DIRECTOR: Ari Sandel
CAST: Mae Whitman, Robbie Amell, Bella Thorne, Bianca A Santos, Sklyer Samuels, Romany Malco, Chris Wylde, Alison Janney, Ken Jeong
RUNNING TIME: 110 minutes
THE thought of watching a high-school teen comedy had me cringing. I dreaded the usual stereotypes – like the popular meanies vs the nerds in the cafeteria scene, the hot jock pranking the unpopular loner girl, or the indifferent punk/goth crew.
When I read the title, The DUFF (Designated Ugly Fat Friend), I was certain I was headed for almost two hours of cliché-filled pain and suffering… but I was wrong.
Yes, The DUFF does contain formulaic elements – you have your queen of mean, Madison (Thorne); the eye-candy jock, Wesley (Amell); the DUFF, Bianca (Whitman) and, of course, the ultimate element – the homecoming dance! But, then again, if it didn’t have these factors, it wouldn’t be a high school movie. That said, The DUFF brings something different to the genre.
Rather than dive into a done-to- death storyline of outcast gets a makeover and lives happily ever after (think She’s All That or Mean Girls), The DUFF takes a more realistic slant on teenage problems.
Bianca is a confident, comfortable high schooler. She’s a cult movie fan, has two besties and a perfect routine. Life could not be better. Until she discovers things aren’t as they seem.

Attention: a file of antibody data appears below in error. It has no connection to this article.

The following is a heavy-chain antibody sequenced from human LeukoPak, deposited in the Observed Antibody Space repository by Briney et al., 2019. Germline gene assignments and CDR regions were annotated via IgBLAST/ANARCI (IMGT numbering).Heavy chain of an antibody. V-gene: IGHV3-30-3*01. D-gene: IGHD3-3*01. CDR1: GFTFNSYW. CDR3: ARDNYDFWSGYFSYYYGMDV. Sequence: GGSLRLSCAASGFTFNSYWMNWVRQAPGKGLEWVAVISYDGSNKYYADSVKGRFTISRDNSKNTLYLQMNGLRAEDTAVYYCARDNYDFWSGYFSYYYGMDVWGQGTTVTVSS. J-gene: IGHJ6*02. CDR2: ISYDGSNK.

An accidental invitation to the “it” girl’s house party leads to a rude awakening for Bianca when she discovers she’s actually a DUFF – a designated fat friend. This, according the wisdom of teenagers, doesn’t necessarily mean that you are fat or ugly, just that you are used by your friends to boost their image. So when compared to you, they would stand out as the more attractive or you are the person guys would go to, to approach your friends, so it goes – apparently.
Shocked by the revelation, and the fact that this kind of thing still happens in high schools, the usually level-headed Bianca starts to see her life differently.
Determined to change her DUFF status, she enlists the help of her neighbour and the high school hot jock, Wesley, to help get her into a more likeable girly space.
However, the road to a new, more desirable, self is littered with inner conflict, roller-coaster emotional experiences and cyber bullies.
Will she opt to change who she is, or love the skin she’s in?
Tackling social hierarchy, low self- esteem, loyalty and friendship, The DUFF looks into these issues in a more mature, yet still funny way.
Whitman was a wise choice for the lead role and proves her worth. Amell and Thorne also step up and get into the skin of their characters. Although, I think that they and few other members of the cast are too mature to pass for high school teenagers.
Ken Jeong brings the funny, but not his usual “crazy”, so don’t expect to see him in character form like his roles in The Hangover or Transformers: Dark of the Moon, but he will throw you a few lol moments.
A light, entertaining, watch with a strong social message.
If you liked First Time or Easy A, you’ll like this.